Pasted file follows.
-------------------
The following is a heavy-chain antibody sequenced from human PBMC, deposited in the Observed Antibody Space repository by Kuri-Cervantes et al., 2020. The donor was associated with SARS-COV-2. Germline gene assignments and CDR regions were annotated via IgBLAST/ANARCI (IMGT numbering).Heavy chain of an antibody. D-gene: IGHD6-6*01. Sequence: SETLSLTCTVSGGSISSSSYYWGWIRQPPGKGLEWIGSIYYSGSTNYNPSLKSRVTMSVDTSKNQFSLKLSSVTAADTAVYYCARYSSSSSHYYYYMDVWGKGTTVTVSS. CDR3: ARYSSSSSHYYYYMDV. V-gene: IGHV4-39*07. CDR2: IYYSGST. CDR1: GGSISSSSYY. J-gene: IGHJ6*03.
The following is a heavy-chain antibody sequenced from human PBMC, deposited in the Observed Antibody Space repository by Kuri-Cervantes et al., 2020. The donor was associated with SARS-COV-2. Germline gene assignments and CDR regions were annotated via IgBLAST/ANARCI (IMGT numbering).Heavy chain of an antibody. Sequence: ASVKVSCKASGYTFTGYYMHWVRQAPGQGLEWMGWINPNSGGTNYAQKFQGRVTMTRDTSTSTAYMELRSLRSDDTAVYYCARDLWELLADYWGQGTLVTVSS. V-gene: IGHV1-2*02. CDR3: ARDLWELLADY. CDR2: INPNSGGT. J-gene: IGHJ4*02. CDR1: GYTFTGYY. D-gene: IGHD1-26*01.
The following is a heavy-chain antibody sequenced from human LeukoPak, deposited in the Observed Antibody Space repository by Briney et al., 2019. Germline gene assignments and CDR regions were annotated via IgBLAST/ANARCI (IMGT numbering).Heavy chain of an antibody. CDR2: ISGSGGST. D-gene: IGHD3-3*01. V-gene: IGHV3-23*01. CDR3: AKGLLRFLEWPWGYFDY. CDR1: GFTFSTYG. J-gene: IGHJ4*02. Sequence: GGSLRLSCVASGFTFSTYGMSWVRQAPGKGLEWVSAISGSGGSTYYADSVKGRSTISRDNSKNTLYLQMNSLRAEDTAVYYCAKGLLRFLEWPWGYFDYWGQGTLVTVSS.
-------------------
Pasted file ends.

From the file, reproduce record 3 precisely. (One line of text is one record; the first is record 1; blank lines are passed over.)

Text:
The following is a heavy-chain antibody sequenced from human LeukoPak, deposited in the Observed Antibody Space repository by Briney et al., 2019. Germline gene assignments and CDR regions were annotated via IgBLAST/ANARCI (IMGT numbering).Heavy chain of an antibody. CDR2: ISGSGGST. D-gene: IGHD3-3*01. V-gene: IGHV3-23*01. CDR3: AKGLLRFLEWPWGYFDY. CDR1: GFTFSTYG. J-gene: IGHJ4*02. Sequence: GGSLRLSCVASGFTFSTYGMSWVRQAPGKGLEWVSAISGSGGSTYYADSVKGRSTISRDNSKNTLYLQMNSLRAEDTAVYYCAKGLLRFLEWPWGYFDYWGQGTLVTVSS.